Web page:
Bifunctional liposome reduces chemotherapy resistance of doxorubicin induced by tumor hypoxia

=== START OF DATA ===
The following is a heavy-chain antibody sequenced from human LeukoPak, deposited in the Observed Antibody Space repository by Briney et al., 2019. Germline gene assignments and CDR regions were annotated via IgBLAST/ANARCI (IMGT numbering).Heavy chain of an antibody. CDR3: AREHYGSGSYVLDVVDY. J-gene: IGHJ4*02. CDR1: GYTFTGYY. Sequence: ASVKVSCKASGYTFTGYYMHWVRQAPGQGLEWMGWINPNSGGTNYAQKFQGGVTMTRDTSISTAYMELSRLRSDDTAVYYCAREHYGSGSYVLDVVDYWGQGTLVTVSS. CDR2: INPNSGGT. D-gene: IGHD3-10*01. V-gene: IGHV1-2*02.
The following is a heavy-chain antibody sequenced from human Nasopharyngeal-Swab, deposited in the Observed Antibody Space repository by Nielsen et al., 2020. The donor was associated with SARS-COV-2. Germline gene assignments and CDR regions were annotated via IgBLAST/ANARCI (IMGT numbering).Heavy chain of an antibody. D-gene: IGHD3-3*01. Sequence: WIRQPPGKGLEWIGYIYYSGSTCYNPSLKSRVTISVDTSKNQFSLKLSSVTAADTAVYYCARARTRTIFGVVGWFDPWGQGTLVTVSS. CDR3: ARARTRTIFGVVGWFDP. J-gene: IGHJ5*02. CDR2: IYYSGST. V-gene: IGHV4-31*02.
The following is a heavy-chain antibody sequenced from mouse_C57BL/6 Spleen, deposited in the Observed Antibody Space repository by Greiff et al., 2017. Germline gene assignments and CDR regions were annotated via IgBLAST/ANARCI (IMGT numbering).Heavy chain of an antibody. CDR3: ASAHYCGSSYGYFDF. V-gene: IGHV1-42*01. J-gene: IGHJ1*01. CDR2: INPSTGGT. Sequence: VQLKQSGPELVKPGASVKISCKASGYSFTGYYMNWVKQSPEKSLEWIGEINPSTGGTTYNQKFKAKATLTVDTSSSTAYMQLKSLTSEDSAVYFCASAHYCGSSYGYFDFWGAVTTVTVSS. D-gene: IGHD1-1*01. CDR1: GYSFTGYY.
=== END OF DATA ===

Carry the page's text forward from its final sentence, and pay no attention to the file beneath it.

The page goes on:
Doxorubicin (DOX) Liposome is a widely used nano-medicine for colorectal cancer treatment. However, doxorubicin therapy increases the level of reactive oxygen species (ROS) in tumor cells, such as hydrogen peroxide (H2O2), which can stabilize hypoxia-inducible-factor-1α (HIF-1α). In a tumor hypoxic microenvironment, HIF-1 can up-regulate tumor-resistance related proteins, including P-glycoprotein (P-gp), Glucose transporter 1 (GLUT-1), matrix metalloproteinase 9 (MMP-9), leading to tumor tolerance of chemotherapy. The functional inhibition of HIF-1 can overcome this resistance and enhance the efficacy of tumor therapy. Here, we encapsulated one of most effective HIF-1 inhibitors, acriflavine (ACF), and DOX in liposomes (DOX-ACF@Lipo) to construct bifunctional liposomes. ACF and DOX, released from DOX-ACF@Lipo, could effectively suppress the function of HIF-1 and process of DNA replication, respectively. Consequently, the bifunctional liposome has great potential to be applied in clinic to overcome chemotherapy resistance induced by hypoxia.